No model can possibly describe every characteristic of the earth; fine details have to be rolled into gross parameters. Edwards' example is rain; you cannot model individual raindrops, you have to talk about average precipitation over one of your grid squares, typically several hundred kilometers on a side. In the end, you are left with the following realizations: it is impossible to model everything - whatever model you make will be shot through with simplifying assumptions. However, a model is absolutely the only way to visualize either weather or climate on a global scale. Any claim that we don't understand global warming because it is "just a model" misses the point. A model is absolutely the only way we can understand global climate or global weather. Edwards does a great job of leading us through the history of both data collection and modeling. His argument is that today's models are fairly good because (1) they do a pretty good job of explaining past climate and (2) a vast number of models, more or less independent of one another, converge on more or less the same predictions. His word, a nice usage, is shimmering models. The images of the past and the future that they create are not fixed - each one is slightly different from the others, which you can visualize as shimmering - but they converge fairly well.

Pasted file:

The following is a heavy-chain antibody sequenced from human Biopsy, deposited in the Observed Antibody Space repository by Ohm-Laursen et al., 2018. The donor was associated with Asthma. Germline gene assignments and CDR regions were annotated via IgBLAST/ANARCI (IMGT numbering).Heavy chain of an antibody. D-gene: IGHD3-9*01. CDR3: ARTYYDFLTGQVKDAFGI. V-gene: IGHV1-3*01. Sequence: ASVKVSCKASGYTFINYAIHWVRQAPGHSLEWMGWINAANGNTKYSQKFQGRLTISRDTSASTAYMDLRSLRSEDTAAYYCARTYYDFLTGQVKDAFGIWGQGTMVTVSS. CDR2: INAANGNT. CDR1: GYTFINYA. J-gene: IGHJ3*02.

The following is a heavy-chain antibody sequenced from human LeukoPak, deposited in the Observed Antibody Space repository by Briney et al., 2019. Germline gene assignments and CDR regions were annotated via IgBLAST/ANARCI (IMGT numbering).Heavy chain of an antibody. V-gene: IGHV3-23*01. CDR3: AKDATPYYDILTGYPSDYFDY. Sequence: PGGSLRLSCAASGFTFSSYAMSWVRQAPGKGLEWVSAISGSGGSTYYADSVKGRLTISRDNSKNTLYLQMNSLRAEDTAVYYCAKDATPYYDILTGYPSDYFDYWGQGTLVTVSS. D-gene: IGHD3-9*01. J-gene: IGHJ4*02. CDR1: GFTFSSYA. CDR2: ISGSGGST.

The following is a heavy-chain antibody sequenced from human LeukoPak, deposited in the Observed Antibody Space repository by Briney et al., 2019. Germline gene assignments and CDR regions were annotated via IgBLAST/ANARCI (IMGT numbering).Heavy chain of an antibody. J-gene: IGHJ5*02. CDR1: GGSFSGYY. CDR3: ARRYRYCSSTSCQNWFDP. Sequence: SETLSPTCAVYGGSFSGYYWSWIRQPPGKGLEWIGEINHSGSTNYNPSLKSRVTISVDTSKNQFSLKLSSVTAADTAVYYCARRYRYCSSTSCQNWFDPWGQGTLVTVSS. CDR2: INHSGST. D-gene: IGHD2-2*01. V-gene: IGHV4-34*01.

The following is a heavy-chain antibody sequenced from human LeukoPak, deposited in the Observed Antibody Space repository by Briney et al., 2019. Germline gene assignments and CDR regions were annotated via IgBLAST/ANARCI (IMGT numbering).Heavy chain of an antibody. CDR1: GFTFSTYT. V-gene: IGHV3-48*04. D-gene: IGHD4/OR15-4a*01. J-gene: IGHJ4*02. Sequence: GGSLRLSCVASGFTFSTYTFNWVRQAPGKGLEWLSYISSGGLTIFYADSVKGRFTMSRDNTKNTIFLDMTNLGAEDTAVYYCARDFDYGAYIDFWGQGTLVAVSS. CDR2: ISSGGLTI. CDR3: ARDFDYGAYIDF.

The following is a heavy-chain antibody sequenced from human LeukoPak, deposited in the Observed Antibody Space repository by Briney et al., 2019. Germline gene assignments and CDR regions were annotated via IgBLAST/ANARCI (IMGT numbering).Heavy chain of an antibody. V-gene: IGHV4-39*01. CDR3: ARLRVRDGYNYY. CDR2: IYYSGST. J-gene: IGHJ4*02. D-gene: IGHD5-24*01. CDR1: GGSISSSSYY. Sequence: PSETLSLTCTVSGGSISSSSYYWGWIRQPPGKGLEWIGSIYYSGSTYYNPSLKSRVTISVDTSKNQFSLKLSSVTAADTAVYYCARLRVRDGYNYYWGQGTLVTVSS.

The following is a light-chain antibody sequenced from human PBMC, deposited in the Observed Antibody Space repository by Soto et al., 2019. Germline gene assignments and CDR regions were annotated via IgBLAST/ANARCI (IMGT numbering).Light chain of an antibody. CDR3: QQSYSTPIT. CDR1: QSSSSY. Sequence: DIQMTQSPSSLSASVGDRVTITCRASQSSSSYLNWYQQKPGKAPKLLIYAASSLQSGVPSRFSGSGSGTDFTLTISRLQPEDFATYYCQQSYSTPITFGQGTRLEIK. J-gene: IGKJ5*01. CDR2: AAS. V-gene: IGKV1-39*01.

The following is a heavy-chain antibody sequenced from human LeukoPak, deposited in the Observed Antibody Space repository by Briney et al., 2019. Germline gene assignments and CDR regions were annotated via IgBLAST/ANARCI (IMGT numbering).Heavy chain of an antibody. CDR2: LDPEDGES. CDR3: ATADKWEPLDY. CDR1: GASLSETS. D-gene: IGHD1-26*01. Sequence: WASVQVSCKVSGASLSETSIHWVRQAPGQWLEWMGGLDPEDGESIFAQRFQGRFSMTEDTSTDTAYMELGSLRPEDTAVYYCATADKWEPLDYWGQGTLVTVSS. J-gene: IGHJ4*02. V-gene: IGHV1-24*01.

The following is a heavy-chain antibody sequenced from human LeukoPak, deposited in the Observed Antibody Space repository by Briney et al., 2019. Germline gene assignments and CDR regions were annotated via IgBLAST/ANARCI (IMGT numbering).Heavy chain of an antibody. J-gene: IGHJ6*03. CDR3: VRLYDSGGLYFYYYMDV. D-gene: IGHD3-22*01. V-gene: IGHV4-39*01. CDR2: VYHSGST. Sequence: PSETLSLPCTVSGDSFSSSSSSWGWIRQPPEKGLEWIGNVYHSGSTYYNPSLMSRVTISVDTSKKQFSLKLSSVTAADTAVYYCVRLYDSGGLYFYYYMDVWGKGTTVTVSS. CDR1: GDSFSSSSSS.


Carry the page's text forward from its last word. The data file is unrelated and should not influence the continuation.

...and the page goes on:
He introduces the UN's Intergovernmental Panel on Climate Control late in the book, and he published before last year's major controversies over the Himalayan glaciers and the East Anglia e-mails which tarnished the IPCC. Nevertheless, he does an exceptionally good job of describing the political environment in which the IPCC operates.
He might have mentioned, but does not, that the IPCC has three working groups: the science of global warming, the projected effects of global warming, and proposed policy to combat global warming. This book addresses the work of only the first of them, perhaps the least controversial. While there is a consensus that the world will warm by perhaps three degrees Celsius when carbon dioxide doubles to 560ppm, it is much harder to project, or get a consensus, on whether that will be harmful or beneficial to any given country, and harder yet to conclude, as the Kyoto protocol attempted, that the world must bite the bullet to the tune of 100 trillion dollars to combat CO2 immediately. In summary, Edwards' sticks with the science, and does an extremely good job of presenting the case for believing the model, and also that there nothing else in which one could believe but the model. Having established that global warming is almost certainly real, he leaves what to do about it to the politicians. But he dedicates the book to his children and the world they will inherit.
I add that Edwards has an excellent web site, [...] in support of the book.
FOOTNOTE: The integrity of the models has been called into serious question by several scandals involving the IPCC. Read my review of "Die Kalte Sonne" for an insight into the abuses of models. I agree with Edwards that models are essential, and the only available tool. However, they have to be used with integrity.